(2) Confusing process and advance votes
The intricacy in compiling voter lists and voting is also a tool employed in vote rigging. The current election also bears many complexities.
The process in compiling voter lists was confusing. Then the advance voting was also complicated.
For instance, some advance voters in Nay Pyi Taw were recently asked to stamp on the ballot papers since they ticked beside their desired parties in first place.
Various methods given in advance voting are also complicated.
At the same time, 3 million envelopes were issued to use in advance voting, causing concerns if nearly 10 per cent of the total 32 million-plus eligible voters will be rendered advance ballots.
This issue can be tackled by the law.
The candidates and election agents can officially monitor the distribution of advance ballots, lists and voting process.
There are two types of voters valid to cast advance votes. The eligible voter who is included in the voting roll and who will be away from his constituency on the day of election can vote with advance ballot paper. The second type is those who live within their constituency but cannot go to the polling booths.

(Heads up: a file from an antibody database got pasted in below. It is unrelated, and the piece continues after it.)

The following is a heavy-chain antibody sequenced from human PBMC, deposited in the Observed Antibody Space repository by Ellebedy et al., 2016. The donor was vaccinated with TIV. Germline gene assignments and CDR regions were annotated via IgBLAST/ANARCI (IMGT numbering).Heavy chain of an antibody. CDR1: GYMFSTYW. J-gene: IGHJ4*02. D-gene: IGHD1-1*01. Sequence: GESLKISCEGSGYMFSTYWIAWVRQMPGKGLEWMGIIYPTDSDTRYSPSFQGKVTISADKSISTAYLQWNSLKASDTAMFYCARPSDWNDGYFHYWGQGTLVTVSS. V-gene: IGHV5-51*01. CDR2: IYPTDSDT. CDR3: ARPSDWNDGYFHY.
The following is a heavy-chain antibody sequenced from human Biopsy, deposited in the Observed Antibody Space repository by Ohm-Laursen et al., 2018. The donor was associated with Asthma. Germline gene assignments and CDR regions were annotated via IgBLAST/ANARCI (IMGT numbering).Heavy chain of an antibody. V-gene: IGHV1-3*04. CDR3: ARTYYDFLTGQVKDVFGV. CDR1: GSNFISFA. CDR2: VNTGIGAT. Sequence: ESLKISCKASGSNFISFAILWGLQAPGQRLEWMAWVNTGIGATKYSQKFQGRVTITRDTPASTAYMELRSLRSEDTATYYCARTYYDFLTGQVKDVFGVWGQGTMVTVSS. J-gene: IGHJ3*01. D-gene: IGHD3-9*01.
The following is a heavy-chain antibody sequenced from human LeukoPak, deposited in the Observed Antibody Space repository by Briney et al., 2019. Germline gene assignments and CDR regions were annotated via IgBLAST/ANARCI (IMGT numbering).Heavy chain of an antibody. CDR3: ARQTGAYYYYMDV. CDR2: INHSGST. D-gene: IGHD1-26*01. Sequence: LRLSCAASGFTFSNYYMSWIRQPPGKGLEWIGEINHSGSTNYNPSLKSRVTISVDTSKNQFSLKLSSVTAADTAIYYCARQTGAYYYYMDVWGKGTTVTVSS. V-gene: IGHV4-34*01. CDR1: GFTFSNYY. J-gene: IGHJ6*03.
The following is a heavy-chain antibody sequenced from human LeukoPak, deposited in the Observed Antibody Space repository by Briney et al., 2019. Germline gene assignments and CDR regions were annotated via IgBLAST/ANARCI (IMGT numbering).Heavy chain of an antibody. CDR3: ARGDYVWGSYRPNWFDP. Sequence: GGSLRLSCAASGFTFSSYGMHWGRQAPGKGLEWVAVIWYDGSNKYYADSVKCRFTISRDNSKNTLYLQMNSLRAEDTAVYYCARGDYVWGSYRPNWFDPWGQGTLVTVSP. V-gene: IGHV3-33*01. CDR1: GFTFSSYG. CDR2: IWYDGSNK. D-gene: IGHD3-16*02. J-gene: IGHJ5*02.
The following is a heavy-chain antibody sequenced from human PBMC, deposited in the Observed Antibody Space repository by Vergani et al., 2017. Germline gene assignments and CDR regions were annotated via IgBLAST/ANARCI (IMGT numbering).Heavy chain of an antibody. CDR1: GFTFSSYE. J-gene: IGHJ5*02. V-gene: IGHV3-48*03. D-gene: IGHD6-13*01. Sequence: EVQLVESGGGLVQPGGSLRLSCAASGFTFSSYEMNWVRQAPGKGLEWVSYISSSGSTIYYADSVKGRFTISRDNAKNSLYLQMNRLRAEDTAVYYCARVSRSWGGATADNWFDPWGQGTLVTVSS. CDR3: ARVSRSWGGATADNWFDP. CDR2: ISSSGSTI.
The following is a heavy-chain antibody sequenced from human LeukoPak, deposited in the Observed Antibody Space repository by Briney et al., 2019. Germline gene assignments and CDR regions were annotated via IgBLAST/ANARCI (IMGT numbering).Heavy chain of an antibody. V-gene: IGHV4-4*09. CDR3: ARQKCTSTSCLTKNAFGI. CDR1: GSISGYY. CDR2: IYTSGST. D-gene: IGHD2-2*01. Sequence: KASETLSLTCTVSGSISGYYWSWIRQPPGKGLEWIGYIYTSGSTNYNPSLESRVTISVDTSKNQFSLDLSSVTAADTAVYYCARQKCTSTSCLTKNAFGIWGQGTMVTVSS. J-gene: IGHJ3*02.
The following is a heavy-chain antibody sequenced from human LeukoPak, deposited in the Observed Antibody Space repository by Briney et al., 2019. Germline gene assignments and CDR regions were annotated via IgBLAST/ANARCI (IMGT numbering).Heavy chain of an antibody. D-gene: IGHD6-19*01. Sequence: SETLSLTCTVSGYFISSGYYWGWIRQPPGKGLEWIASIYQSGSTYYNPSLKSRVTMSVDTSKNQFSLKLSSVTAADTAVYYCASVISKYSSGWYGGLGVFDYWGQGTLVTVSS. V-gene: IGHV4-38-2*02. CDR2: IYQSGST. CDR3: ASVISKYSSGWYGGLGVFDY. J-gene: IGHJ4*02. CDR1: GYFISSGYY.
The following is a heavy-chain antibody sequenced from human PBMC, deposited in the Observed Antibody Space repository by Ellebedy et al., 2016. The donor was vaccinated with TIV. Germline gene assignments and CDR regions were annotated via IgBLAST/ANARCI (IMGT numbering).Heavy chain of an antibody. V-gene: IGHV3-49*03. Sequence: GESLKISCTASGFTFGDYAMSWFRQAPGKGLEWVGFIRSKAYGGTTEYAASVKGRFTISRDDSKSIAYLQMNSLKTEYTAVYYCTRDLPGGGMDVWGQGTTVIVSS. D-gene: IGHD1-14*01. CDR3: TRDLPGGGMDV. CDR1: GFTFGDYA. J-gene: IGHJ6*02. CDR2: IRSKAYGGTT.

The civil servants who will go on business trip on the day of election can cast advance votes starting from October 29. The election agents and those who will be away on the day of election can cast advance votes on November 6 and 7, according to the UEC’s instruction on October 27.
But in reality, some people cast advance votes on October 29 through understanding.
It is worrisome but it can be monitored in line with the law.
Only two things concerned with the advance ballot need caring.
The first thing is the advance ballots come with Form (1-1), Form (1-2) and Form (1-3).
Form (1-1) is for students, prisoners and those in hospitals who applied to vote with Form 15.
Form (1-2) is for servicemen and their family members who are away from their constituency.